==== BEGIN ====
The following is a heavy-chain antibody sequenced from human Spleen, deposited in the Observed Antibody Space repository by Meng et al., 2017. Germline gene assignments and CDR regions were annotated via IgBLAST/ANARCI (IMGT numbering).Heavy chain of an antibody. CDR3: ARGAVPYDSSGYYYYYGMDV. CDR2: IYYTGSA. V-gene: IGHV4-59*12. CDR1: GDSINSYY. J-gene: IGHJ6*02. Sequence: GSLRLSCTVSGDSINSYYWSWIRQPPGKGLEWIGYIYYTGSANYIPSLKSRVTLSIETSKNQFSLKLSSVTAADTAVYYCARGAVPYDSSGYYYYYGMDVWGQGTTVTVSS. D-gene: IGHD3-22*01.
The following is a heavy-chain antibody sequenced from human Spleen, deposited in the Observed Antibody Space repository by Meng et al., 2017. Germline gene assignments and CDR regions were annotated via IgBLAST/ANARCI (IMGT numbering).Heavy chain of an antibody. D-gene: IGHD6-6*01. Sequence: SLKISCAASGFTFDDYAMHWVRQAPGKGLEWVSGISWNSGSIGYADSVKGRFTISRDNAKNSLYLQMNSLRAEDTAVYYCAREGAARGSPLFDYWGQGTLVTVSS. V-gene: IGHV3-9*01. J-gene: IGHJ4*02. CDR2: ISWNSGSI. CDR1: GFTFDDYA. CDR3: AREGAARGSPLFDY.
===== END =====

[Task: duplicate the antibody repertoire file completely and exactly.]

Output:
The following is a heavy-chain antibody sequenced from human Spleen, deposited in the Observed Antibody Space repository by Meng et al., 2017. Germline gene assignments and CDR regions were annotated via IgBLAST/ANARCI (IMGT numbering).Heavy chain of an antibody. CDR3: ARGAVPYDSSGYYYYYGMDV. CDR2: IYYTGSA. V-gene: IGHV4-59*12. CDR1: GDSINSYY. J-gene: IGHJ6*02. Sequence: GSLRLSCTVSGDSINSYYWSWIRQPPGKGLEWIGYIYYTGSANYIPSLKSRVTLSIETSKNQFSLKLSSVTAADTAVYYCARGAVPYDSSGYYYYYGMDVWGQGTTVTVSS. D-gene: IGHD3-22*01.
The following is a heavy-chain antibody sequenced from human Spleen, deposited in the Observed Antibody Space repository by Meng et al., 2017. Germline gene assignments and CDR regions were annotated via IgBLAST/ANARCI (IMGT numbering).Heavy chain of an antibody. D-gene: IGHD6-6*01. Sequence: SLKISCAASGFTFDDYAMHWVRQAPGKGLEWVSGISWNSGSIGYADSVKGRFTISRDNAKNSLYLQMNSLRAEDTAVYYCAREGAARGSPLFDYWGQGTLVTVSS. V-gene: IGHV3-9*01. J-gene: IGHJ4*02. CDR2: ISWNSGSI. CDR1: GFTFDDYA. CDR3: AREGAARGSPLFDY.